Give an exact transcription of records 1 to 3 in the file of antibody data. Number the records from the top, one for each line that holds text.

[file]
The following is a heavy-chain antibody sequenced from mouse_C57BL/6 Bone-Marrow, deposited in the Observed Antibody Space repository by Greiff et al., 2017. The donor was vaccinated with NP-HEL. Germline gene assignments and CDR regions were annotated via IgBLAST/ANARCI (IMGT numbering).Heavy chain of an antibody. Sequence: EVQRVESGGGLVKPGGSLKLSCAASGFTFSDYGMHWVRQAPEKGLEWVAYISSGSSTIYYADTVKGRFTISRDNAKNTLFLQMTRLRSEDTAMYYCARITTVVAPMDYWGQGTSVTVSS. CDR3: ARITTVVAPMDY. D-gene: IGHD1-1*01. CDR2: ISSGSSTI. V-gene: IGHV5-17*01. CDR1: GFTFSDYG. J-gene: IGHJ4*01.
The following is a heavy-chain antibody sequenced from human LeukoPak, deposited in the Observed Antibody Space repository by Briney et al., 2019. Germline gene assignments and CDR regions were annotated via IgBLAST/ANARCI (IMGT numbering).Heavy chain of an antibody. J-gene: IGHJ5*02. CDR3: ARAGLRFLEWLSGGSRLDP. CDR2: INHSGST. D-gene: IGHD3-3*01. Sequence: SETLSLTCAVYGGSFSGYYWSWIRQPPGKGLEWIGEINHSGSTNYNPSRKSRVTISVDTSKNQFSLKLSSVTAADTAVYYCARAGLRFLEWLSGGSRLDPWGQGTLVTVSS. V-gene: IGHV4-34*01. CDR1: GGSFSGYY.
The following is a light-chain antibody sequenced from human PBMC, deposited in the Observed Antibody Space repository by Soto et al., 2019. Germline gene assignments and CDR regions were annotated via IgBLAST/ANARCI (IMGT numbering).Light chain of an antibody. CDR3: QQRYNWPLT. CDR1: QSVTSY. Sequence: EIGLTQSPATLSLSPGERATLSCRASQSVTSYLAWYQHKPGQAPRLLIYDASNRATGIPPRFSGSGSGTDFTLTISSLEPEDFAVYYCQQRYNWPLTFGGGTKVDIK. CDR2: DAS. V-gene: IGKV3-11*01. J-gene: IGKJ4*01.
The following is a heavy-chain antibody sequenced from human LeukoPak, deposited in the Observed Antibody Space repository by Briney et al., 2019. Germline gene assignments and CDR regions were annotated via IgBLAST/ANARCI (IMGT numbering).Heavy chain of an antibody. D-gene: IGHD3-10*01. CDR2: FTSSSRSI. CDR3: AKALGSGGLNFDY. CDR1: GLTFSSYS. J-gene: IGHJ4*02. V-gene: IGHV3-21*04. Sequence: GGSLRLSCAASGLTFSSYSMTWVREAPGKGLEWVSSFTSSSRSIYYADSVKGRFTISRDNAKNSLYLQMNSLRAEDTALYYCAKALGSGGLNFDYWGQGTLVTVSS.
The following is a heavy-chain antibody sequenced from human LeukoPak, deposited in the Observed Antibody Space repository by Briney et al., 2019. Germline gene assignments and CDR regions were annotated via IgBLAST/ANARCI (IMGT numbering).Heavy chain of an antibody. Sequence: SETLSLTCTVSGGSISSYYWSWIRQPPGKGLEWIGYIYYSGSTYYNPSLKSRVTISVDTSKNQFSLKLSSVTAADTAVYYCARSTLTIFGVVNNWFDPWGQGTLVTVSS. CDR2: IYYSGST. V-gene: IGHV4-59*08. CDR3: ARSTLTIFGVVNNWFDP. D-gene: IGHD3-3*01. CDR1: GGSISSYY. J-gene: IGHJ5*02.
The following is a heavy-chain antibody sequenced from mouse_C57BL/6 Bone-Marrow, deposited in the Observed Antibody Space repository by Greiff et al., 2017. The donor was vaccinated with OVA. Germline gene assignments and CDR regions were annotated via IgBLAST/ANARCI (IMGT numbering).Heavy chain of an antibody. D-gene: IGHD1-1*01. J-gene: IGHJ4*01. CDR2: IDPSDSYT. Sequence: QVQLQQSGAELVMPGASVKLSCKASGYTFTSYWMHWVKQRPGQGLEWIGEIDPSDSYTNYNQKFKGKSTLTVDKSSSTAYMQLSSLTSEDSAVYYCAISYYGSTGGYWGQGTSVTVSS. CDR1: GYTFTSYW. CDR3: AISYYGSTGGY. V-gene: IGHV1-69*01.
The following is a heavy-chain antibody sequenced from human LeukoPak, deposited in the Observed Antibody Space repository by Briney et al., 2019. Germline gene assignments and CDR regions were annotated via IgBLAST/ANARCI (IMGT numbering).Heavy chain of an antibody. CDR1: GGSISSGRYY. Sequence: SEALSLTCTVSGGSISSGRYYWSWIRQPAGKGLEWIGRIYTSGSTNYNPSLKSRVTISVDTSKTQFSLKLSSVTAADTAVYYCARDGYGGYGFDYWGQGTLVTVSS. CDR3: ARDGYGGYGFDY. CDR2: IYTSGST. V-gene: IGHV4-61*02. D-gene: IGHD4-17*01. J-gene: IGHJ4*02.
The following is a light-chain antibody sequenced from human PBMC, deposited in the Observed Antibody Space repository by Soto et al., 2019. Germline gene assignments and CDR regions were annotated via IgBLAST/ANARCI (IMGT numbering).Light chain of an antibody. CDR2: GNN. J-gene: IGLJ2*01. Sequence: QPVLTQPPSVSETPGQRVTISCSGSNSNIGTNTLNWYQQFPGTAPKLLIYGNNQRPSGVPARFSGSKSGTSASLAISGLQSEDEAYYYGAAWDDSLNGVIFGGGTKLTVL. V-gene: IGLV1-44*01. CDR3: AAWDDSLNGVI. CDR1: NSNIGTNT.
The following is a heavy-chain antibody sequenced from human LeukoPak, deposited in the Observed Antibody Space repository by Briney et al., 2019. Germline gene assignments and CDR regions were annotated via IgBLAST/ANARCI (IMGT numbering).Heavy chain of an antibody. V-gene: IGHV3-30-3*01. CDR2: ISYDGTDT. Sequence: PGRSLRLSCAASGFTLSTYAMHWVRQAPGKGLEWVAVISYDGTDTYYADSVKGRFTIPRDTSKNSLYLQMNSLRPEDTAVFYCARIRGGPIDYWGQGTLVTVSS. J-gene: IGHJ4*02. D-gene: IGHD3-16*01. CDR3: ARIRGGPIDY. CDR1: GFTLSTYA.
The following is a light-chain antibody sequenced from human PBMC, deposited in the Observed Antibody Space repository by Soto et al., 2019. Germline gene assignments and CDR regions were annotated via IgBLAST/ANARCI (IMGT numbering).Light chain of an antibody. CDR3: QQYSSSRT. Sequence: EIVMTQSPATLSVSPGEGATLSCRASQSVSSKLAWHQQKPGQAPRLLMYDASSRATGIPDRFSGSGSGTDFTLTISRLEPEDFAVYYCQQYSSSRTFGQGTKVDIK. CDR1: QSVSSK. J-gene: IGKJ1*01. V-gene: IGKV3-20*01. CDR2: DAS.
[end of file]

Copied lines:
The following is a heavy-chain antibody sequenced from mouse_C57BL/6 Bone-Marrow, deposited in the Observed Antibody Space repository by Greiff et al., 2017. The donor was vaccinated with NP-HEL. Germline gene assignments and CDR regions were annotated via IgBLAST/ANARCI (IMGT numbering).Heavy chain of an antibody. Sequence: EVQRVESGGGLVKPGGSLKLSCAASGFTFSDYGMHWVRQAPEKGLEWVAYISSGSSTIYYADTVKGRFTISRDNAKNTLFLQMTRLRSEDTAMYYCARITTVVAPMDYWGQGTSVTVSS. CDR3: ARITTVVAPMDY. D-gene: IGHD1-1*01. CDR2: ISSGSSTI. V-gene: IGHV5-17*01. CDR1: GFTFSDYG. J-gene: IGHJ4*01.
The following is a heavy-chain antibody sequenced from human LeukoPak, deposited in the Observed Antibody Space repository by Briney et al., 2019. Germline gene assignments and CDR regions were annotated via IgBLAST/ANARCI (IMGT numbering).Heavy chain of an antibody. J-gene: IGHJ5*02. CDR3: ARAGLRFLEWLSGGSRLDP. CDR2: INHSGST. D-gene: IGHD3-3*01. Sequence: SETLSLTCAVYGGSFSGYYWSWIRQPPGKGLEWIGEINHSGSTNYNPSRKSRVTISVDTSKNQFSLKLSSVTAADTAVYYCARAGLRFLEWLSGGSRLDPWGQGTLVTVSS. V-gene: IGHV4-34*01. CDR1: GGSFSGYY.
The following is a light-chain antibody sequenced from human PBMC, deposited in the Observed Antibody Space repository by Soto et al., 2019. Germline gene assignments and CDR regions were annotated via IgBLAST/ANARCI (IMGT numbering).Light chain of an antibody. CDR3: QQRYNWPLT. CDR1: QSVTSY. Sequence: EIGLTQSPATLSLSPGERATLSCRASQSVTSYLAWYQHKPGQAPRLLIYDASNRATGIPPRFSGSGSGTDFTLTISSLEPEDFAVYYCQQRYNWPLTFGGGTKVDIK. CDR2: DAS. V-gene: IGKV3-11*01. J-gene: IGKJ4*01.